I planned a quick 3-night trip to the American Southwest to drive a last bit of Route 66 that I had missed on previous trips across the country. It would mean flying to Los Angeles, renting a car, and driving across the Mojave Desert on Route 66 to Needles, CA, swinging north for a night in Las Vegas, and driving back to LA the following day for the flight back home.
It was November 2004, fifteen years ago. This was my first trip to the region since my cross-country trip with my wife, Teresa, in July 2000. I was excited because I had been very recently promoted into my first management position. The job was effective the day after my return from my trip west. But I was also anxious. I felt like I was ready for management, but I was still battling through the grief of losing my wife earlier that year in April to a sudden heart attack. It had been a difficult year. This was my first trip without her.
With my parents taking care of my almost one-year old daughter, Melody, I flew west. I was by myself, and had rented a convertible for the drive across the Mojave Desert. I arrived at Ontario International Airport towards evening, and I grabbed dinner at In-N-Out Burger and crashed for the night. The next morning had a chill in the air, but I had the top down, anyway. It was a gorgeous autumn Southern California day.
Heading east out of Barstow, CA, on Route 66, the first chunk of the old road paralleled the interstate, so the sounds of 18-wheelers were fairly prominent. The road itself was in bad shape, with a patchwork surface, so the car, a well-used Chrysler, which so far seemed to float down smooth roads, felt like it was bouncing to a rhythmic pattern down Route 66.
The road eventually smoothed out and drifted southeasterly away from Interstate 40, near the village of Ludlow. I was really out in the desert at this point, and there were no other cars on the road. I knew I might be the only living person for miles around. It brought me such peace as I looked around at the beauty of the desert, mountains off in the distance, the sound of a train echoing across the valley in front of me…
I stopped the car right in the middle of the road, got out, and stood on the double yellow line. I could see for several miles in every direction. I slowly turned in a circle to take in the moment, experiencing the beauty of the American Southwest, inhaling the fresh desert air, and embracing my aloneness. The tears came as I sat back down in the car, and I thanked God for that moment, for my family and friends, for my career and the opportunities ahead, for my health, for my wonderful little daughter, and for the happy memories of my life with my wife.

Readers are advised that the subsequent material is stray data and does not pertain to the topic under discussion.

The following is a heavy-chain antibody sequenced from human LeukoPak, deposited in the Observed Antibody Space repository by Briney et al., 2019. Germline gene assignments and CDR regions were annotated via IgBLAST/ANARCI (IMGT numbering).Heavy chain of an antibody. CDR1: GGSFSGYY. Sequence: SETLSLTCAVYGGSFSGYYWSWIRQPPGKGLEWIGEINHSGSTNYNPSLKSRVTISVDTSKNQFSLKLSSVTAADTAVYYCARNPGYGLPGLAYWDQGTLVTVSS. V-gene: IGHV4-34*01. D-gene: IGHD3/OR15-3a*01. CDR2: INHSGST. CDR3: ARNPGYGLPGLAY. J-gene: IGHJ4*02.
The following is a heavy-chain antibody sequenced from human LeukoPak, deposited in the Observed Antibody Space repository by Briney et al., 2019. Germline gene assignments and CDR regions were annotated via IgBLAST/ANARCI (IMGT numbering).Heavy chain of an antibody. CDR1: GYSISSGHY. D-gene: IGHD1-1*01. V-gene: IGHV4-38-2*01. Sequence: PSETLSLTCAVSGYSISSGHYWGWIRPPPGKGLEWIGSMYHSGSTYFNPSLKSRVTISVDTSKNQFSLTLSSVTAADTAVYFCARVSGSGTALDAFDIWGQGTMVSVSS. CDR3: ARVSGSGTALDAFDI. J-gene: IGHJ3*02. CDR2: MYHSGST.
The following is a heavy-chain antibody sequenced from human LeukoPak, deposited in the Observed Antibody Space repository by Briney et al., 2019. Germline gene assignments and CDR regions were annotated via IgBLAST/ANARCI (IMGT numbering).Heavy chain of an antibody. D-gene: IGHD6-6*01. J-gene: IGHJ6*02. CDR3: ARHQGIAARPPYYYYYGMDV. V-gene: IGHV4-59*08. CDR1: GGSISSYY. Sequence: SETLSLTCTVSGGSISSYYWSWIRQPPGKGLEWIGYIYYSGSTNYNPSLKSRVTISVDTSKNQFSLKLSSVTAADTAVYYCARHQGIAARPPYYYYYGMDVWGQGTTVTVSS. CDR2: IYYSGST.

I drove, continuing east on the old road just past the little town of Goffs, CA. After seven years, I had completed all of Route 66 (from Chicago to LA) at this intersection, the same spot I had reached from the opposite direction with my wife just four years prior. Then I headed north on US 95 to Las Vegas.
(The Rest of the Story… After driving to Las Vegas and back to LA, my flight from Ontario was delayed by mechanical issues, and then arrived in Atlanta late, so I missed my connection to Baltimore. I tried to get another flight, but the airline insisted I wasn’t getting home that night. However, I was able to get a flight to Richmond, VA, where I rented a car and drove two hours to my home, arriving at 2am. I didn’t have my house key, or any of my luggage, which had been flown on to Baltimore without me, so I snoozed in the rental car for a few hours, and then rushed to the office just before dawn. I greeted my new employees with a box of donuts, unshaven face, and in wrinkled clothing that I had been wearing for more than 24 hours. And that was my first day of what is now 15 years of management.)